Imagine how easy the transition to remote work would have been if one year prior to the pandemic your IT team had begun building a work-from-anywhere platform for your company. Call it a lucky break, pure irony, or simply uncanny timing to be leaning into the trends of the future workforce, but this seemingly “unbelievable tale” is my true story.
I am Joe Gracz, an experienced CIO/CISO of a Fortune 1,000 company, and I share my experience to help other IT leaders empower their remote workforces. Here is how I was proactively prepared to enable 5,500 employees to work from home–all in the matter of one weekend.
Rewind to 2018, when the head of our Human Resources department discussed an initiative to offer more work-from-home options for our 5,000+ employees. As a global manufacturing company, we were stuck in the traditional brick-and-mortar mentality, and we knew we needed to digitally transform. The only problem was we did not have the technology in place at that time to support our employees at home. It was up to my team and I to solve that problem with a work-from-anywhere IT platform. So, we started designing the strategy–not knowing just how relevant and critical it would later become.
We spent a year planning and implementing the technologies, services, and processes. In November 2019, I presented the update to the board of directors, stepping through the entire scenario of where we were with all our work-from-home capabilities. We had built in the versatility and the flexibility of the global IT infrastructure, and we had the tools and services we needed to monitor and manage our remote users. At the time, it was a lot of head nodding and a great deal of “yeah, yeah, sounds good.”
Like a light switch, all of that was about to change.
The pandemic came on so quickly that we did not have a chance to fully test everything. And under the pressures of the spreading virus, there was a lot of disbelief. When no one could have ever seen this coming, could our company really be proactively ready for this? I certainly understood how and why our preparation felt unbelievable at the time. Our executive leadership team began asking me for reassurance, so we initiated a series of tests during the first weekend in March. Ultimately, there was not time for thorough testing–we had to just do it. With a bit of blind faith, the executive leadership team had to trust that what we built would work. I remember a lot of people holding their breath when I said, “Yes, send everyone home, and we’ll be fine on Monday.”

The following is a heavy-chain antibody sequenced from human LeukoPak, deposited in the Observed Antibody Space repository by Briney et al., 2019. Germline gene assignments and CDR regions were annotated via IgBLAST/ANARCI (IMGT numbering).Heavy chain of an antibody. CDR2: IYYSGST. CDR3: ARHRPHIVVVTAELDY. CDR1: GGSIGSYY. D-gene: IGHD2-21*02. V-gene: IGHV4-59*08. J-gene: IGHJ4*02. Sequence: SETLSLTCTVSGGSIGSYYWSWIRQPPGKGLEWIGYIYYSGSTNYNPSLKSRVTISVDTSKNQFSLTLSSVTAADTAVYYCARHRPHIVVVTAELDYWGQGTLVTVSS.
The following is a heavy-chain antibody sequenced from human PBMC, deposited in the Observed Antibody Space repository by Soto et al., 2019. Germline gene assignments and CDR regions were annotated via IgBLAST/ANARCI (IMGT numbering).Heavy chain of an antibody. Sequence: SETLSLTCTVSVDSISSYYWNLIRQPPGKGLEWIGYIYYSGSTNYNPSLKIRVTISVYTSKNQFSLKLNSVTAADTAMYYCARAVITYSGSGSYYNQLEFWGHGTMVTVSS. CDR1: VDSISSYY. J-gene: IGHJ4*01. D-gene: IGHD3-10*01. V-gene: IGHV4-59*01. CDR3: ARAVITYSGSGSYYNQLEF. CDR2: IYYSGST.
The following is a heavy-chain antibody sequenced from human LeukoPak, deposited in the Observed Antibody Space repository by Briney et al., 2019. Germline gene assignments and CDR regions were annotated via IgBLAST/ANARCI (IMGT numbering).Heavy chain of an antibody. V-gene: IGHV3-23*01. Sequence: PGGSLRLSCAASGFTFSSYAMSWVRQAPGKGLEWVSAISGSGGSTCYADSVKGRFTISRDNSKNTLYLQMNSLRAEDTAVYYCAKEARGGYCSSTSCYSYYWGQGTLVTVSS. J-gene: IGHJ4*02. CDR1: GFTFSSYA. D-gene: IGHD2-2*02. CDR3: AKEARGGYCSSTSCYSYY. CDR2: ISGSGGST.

We closed all our offices down on Friday, March 20th and immediately went back to work. Following the sun, the IT team prioritized providing capabilities for our employees in Australia and New Zealand on Sunday, and then the rest of the company was set up by Monday morning. This trial-by-fire weekend was the opportunity to fully prove that what we had built was correct.
And correct it was–we encountered little to no glitches at all. Our biggest challenge was ensuring employees had the hardware and equipment they needed at home, and it turns out we had an automated solution for that too.
At a time when every IT leader is busy transitioning their makeshift work-from-home solutions into semi-permanent and even permanent solutions, I had the luxury of building a remote work program strategically rather than trying to solve an urgent problem. That is quite a different experience than most. My strategy was built from the ground up to be sustainable and cost-effective, which is what many IT leaders are now looking for. Here are some of my insights.